These were shot using the video function (30fps, 1/30s SS - yes, I should have used a faster SS!) with Lucky Imaging. Since I don't have tracking (manual mount) I just let the planets scroll across the FOV and use the slow motion knobs to swing them back. Typical video length was 90s each. I then transferred all the files from the DSLR to my desktop via cable (I don't have a laptop either).

 

They're not the greatest planetary images, but I don't think they're bad either. wink.gif

 

But I do agree, a dedicated astrocamera and a laptop would be the way to go for even better images.

No , as I said you cannot save direct to a computer as you can with individual full frames , you have to remove the SD regularly to download the video to the PC.

 

My first DSLR 'upgrade' was from a 1000D to the 1100D for the video function , I immediately realised it didn't work and sent it back .

 

Even my 'new' 90D won't record direct to PC.

 

And the video is highly compressed jpeg stream not AVI quality , hence the lack of detail you can capture with dslr in video mode.

 

The sooner you get that mono camera and laptop the happier you'll be ... wink.gif



#7 gstrumol

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Posted 28 February 2024 - 11:30 AM

No , as I said you cannot save direct to a computer as you can with individual full frames , you have to remove the SD regularly to download the video to the PC.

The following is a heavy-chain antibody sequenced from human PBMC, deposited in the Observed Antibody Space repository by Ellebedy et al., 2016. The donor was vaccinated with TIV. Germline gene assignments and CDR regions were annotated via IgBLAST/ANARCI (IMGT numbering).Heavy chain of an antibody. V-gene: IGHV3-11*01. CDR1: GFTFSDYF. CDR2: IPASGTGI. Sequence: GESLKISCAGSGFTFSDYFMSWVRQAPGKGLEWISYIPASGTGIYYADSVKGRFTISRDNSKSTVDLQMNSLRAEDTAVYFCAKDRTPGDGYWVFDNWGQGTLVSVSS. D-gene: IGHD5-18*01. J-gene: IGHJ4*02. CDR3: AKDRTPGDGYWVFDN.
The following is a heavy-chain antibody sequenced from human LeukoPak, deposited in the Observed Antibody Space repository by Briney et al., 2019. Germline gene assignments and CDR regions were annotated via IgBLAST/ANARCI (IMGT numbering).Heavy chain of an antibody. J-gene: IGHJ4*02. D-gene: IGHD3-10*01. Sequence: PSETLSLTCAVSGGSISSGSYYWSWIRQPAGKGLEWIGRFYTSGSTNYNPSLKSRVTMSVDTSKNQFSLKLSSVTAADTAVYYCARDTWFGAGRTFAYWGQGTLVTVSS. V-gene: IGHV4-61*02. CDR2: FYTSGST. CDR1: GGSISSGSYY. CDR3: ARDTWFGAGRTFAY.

My first DSLR 'upgrade' was from a 1000D to the 1100D for the video function , I immediately realised it didn't work and sent it back .

 

Even my 'new' 90D won't record direct to PC.

 

And the video is highly compressed jpeg stream not AVI quality , hence the lack of detail you can capture with dslr in video mode.

 

The sooner you get that mono camera and laptop the happier you'll be ... wink.gif

You're probably right, but I still like my planetary images! tongue2.gif

 

However, I never have to remove my SD card to download the video to my desktop. Using the EOS Utility I simply use a cable from the DSLR to the desktop and the utility transfers any or all of the images or videos to the desktop.



#8 gstrumol

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Posted 28 February 2024 - 12:11 PM

One other point: it also depends on the target and the size & level of detail you're going for.

 

Here, for example, is a single shot with the AT80EDL and the T7 of the gibbous moon:

 

Gibbous small.jpg

 

and here is the sun in Ha taken with a SS PST and the T7 in video mode (compared against others on the same day with larger scopes and dedicated astrocams):

 

Hacomp.jpg

(click to enlarge)

 

Of course, those other images have much more surface detail that would be revealed at full image size, but you get my point.


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#9 divers

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Posted 28 February 2024 - 12:32 PM

Its hard to beat the real-estate of the t7i for the price.  The pixel size works great at f17.  I can live with the lower fps for now.  I have the zwo462 that I am going to sell and I "think" buy the Ares-C pro from player one for planets and granular imaging of lunar craters.

 

Thanks all.



#10 divers

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Posted 28 February 2024 - 12:34 PM